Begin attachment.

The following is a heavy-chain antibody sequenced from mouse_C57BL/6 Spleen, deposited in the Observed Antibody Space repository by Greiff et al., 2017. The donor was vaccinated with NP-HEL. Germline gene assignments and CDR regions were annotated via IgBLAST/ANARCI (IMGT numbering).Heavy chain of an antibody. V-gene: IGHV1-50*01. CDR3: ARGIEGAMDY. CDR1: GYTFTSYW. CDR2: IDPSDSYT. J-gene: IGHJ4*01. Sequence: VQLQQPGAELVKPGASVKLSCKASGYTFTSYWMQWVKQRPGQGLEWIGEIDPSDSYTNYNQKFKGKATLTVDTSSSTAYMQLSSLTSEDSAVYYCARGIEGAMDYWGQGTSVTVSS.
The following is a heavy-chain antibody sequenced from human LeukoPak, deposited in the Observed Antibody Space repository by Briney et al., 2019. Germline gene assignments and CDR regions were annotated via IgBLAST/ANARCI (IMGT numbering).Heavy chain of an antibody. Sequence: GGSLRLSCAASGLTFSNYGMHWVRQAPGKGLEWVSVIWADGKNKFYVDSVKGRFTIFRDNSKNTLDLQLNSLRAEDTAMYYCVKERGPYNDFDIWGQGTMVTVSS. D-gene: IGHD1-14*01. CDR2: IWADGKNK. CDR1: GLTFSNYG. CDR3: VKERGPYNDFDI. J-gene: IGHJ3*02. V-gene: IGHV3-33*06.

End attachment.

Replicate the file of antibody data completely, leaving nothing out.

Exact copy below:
The following is a heavy-chain antibody sequenced from mouse_C57BL/6 Spleen, deposited in the Observed Antibody Space repository by Greiff et al., 2017. The donor was vaccinated with NP-HEL. Germline gene assignments and CDR regions were annotated via IgBLAST/ANARCI (IMGT numbering).Heavy chain of an antibody. V-gene: IGHV1-50*01. CDR3: ARGIEGAMDY. CDR1: GYTFTSYW. CDR2: IDPSDSYT. J-gene: IGHJ4*01. Sequence: VQLQQPGAELVKPGASVKLSCKASGYTFTSYWMQWVKQRPGQGLEWIGEIDPSDSYTNYNQKFKGKATLTVDTSSSTAYMQLSSLTSEDSAVYYCARGIEGAMDYWGQGTSVTVSS.
The following is a heavy-chain antibody sequenced from human LeukoPak, deposited in the Observed Antibody Space repository by Briney et al., 2019. Germline gene assignments and CDR regions were annotated via IgBLAST/ANARCI (IMGT numbering).Heavy chain of an antibody. Sequence: GGSLRLSCAASGLTFSNYGMHWVRQAPGKGLEWVSVIWADGKNKFYVDSVKGRFTIFRDNSKNTLDLQLNSLRAEDTAMYYCVKERGPYNDFDIWGQGTMVTVSS. D-gene: IGHD1-14*01. CDR2: IWADGKNK. CDR1: GLTFSNYG. CDR3: VKERGPYNDFDI. J-gene: IGHJ3*02. V-gene: IGHV3-33*06.